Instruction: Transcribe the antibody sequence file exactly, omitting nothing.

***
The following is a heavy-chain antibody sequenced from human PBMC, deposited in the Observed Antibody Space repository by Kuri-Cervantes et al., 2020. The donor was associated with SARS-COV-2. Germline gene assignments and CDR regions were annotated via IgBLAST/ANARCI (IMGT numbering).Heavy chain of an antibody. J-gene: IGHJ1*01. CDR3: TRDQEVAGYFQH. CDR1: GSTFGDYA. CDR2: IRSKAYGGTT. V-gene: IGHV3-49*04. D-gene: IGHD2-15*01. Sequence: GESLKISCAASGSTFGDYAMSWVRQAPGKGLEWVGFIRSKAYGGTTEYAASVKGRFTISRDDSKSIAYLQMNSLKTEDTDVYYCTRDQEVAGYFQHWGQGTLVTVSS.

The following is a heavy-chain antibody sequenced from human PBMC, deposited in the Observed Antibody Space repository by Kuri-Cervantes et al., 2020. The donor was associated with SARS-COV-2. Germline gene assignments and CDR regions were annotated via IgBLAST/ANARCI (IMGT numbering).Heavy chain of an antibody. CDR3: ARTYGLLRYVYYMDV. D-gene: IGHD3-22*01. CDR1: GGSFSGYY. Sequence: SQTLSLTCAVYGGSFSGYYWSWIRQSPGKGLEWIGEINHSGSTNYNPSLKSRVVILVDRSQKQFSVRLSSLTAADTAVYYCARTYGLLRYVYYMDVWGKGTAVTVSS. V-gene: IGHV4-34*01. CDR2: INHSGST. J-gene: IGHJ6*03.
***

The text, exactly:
The following is a heavy-chain antibody sequenced from human PBMC, deposited in the Observed Antibody Space repository by Kuri-Cervantes et al., 2020. The donor was associated with SARS-COV-2. Germline gene assignments and CDR regions were annotated via IgBLAST/ANARCI (IMGT numbering).Heavy chain of an antibody. J-gene: IGHJ1*01. CDR3: TRDQEVAGYFQH. CDR1: GSTFGDYA. CDR2: IRSKAYGGTT. V-gene: IGHV3-49*04. D-gene: IGHD2-15*01. Sequence: GESLKISCAASGSTFGDYAMSWVRQAPGKGLEWVGFIRSKAYGGTTEYAASVKGRFTISRDDSKSIAYLQMNSLKTEDTDVYYCTRDQEVAGYFQHWGQGTLVTVSS.

The following is a heavy-chain antibody sequenced from human PBMC, deposited in the Observed Antibody Space repository by Kuri-Cervantes et al., 2020. The donor was associated with SARS-COV-2. Germline gene assignments and CDR regions were annotated via IgBLAST/ANARCI (IMGT numbering).Heavy chain of an antibody. CDR3: ARTYGLLRYVYYMDV. D-gene: IGHD3-22*01. CDR1: GGSFSGYY. Sequence: SQTLSLTCAVYGGSFSGYYWSWIRQSPGKGLEWIGEINHSGSTNYNPSLKSRVVILVDRSQKQFSVRLSSLTAADTAVYYCARTYGLLRYVYYMDVWGKGTAVTVSS. V-gene: IGHV4-34*01. CDR2: INHSGST. J-gene: IGHJ6*03.